Can you reduce a child support payment?
In Illinois, when a parent believes they can no longer afford their child support, they can request a modification. In order for a court to grant such a modification, the parent must show a substantial change in circumstances justifying the modification of the child support obligation.
Some parents may believe that because they lost a job or their income has changed, they will be entitled to such a modification. However, a court must consider a list of statutory factors before they can modify an existing child support amount. Courts must always consider carefully the issue, as some parents attempt to avoid their child support payments by becoming voluntarily unemployed or underemployed.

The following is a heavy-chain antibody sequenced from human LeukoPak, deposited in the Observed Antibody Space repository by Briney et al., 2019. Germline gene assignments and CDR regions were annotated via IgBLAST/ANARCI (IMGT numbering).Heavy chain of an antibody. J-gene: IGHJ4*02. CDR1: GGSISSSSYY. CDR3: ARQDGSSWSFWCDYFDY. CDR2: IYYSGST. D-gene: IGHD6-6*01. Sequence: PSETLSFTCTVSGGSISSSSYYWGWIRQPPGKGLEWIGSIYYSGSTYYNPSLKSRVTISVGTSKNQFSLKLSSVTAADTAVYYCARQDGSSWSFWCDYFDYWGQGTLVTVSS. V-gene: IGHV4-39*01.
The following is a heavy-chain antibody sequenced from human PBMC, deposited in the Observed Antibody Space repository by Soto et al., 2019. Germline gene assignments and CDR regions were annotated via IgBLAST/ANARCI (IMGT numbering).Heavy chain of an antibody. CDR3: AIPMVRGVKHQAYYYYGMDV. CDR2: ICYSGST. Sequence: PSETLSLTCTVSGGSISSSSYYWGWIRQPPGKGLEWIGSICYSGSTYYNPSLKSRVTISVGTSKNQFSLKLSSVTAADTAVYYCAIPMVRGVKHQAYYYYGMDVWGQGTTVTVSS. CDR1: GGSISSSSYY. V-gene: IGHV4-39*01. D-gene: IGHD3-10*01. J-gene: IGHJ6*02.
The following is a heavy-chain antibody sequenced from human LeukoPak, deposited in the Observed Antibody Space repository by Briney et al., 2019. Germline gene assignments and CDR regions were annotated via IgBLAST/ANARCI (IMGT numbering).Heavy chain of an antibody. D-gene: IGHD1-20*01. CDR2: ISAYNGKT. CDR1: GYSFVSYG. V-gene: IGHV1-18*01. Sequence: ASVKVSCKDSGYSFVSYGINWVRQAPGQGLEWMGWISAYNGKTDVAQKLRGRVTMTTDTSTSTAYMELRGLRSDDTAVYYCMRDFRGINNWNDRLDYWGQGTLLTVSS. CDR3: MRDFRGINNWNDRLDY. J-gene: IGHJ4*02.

A case from Pennsylvania demonstrates some of the issues a court must look at in this process. In that case, a father was employed by the Department of Corrections. He claimed he had requested a transfer to a closer location before his child was born, but the transfer was not available until after he was divorced.
He accepted the transfer, but had to take a $1,500 reduction in salary, as no comparable positions were available. The judge in his case refused to modify his child support payment. He appealed, and the higher court reversed the judge, ordering him to recalculate the payment.
The judge had failed to consider his intent in taking the lower paying job. While voluntarily taking such a position might be a red flag, here the father presented valid reasons of wanting to reduce his commuting time and having more time with his child.
These are the types of arguments you need to make to a court in order to successfully obtain a modification of a child support order.
Source: Sharonherald.com, “Judge told to recalculate child support payments,” Joe Pinchot, May 28, 2013